Condoleezza Rice
M. Spencer Green  /  AP
Secretary of State Condoleezza Rice takes questions from the audience after delivering remarks to the Chicago Council on Foreign Relations on Wednesday in Chicago.
updated 4/19/2006 10:15:56 PM ET 2006-04-20T02:15:56

Even assuming Iraq forms a national government, there will be no immediate end to the violence, nothing like V-E Day marking World War II’s end in Europe, Secretary of State Condoleezza Rice said Wednesday.

Peace will come gradually to Iraq, more than three years after the U.S.-led invasion in March 2003, she said at the Chicago Council on Foreign Relations.

“Americans must be prepared for violence to continue in Iraq, even after a government is formed. There will be no Iraqi equivalent of V-E Day or V-J Day,” Rice said. Those are the days of Victory in Europe and Victory in Japan in 1945.

“Rather, peace will be secured as more and more Iraqis recognize that the democratic process is open to them and that politics, not violence, is the best way to achieve their interests and redress their grievances,” she said. “This is how democracy will conquer terrorism, but it will do so gradually.”

Parliament may reconvene Thursday
Iraqi leaders planned to convene parliament on Thursday in hopes of trying again to form a government, a process stalled for months over the choice of a prime minister. Shiite officials, however, indicated they might not attend.

President Bush said Wednesday that failure in Iraq “is not an option.”

Rice said she and Bush understand Americans’ concerns over the impasse. She added Iraqis are beginning to voice their frustrations, too.

The Senate’s second-ranking Democrat noted that Rice, in remarks to the same foreign affairs group in October 2003, asked Americans to be patient with rebuilding efforts. Rice’s words then were: “Our own history should remind us that the union of democratic principle and practice is always a work in progress.”

Durbin notes unchanged situation
Yet today, said Sen. Dick Durbin of Illinois, “the Iraqi people are still not self-governing, basic services still are not being provided, whether it’s water or electricity, and there still isn’t peace or safety in the streets.”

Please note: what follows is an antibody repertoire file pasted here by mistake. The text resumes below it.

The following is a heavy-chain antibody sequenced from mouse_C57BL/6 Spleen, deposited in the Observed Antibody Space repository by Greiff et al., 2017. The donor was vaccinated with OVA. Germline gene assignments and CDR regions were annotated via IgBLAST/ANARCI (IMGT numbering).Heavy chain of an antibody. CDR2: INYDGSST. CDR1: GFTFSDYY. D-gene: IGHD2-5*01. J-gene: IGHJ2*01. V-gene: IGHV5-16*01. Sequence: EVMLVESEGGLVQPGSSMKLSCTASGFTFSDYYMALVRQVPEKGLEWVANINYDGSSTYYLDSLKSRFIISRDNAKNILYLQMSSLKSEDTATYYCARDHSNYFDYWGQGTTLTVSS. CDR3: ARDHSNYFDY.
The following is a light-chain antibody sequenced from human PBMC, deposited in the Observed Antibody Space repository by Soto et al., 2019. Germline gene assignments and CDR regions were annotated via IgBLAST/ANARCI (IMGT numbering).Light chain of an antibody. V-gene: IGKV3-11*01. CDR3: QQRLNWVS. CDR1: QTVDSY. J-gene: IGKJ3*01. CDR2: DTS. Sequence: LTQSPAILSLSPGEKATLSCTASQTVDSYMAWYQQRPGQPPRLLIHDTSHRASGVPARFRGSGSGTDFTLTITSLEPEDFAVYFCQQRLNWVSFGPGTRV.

Rice also discussed Iran and its nuclear program, saying she thinks “we can make the diplomacy work.”

Bush says “all options are on the table” to prevent Iran from developing atomic weapons, but that he is focusing on diplomacy.

The U.N. Security Council has issued an April 28 deadline for Iran to stop uranium enrichment. But council members Russia and China have resisted punishing an important trading partner.

“You know that there are states that have been saying, if we don’t get meaningful measures inside the Security Council, perhaps a coalition of the willing will think about other financial or political measures that could be taken,” Rice said.

Iran: Claims, counterclaims
Iran says its nuclear work is for peaceful purposes such as generating energy; the U.S. has accused Iran of seeking nuclear weapons.

Rice touched on the administration’s plan to share nuclear technology with India for its civilian program. She said she often is asked whether such a plan creates a double standard regarding U.S. nuclear policy on North Korea and Iran.

“Absolutely there’s a double standard,” one that Iran and North Korea created by “cheating on their obligations” to the Nuclear Nonproliferation Treaty, and being “closed societies where everybody worries what they’re doing.”

By contrast, she said, “You have a democracy in India that is trying to move closer to the nonproliferation regime, and we ought to support that.”

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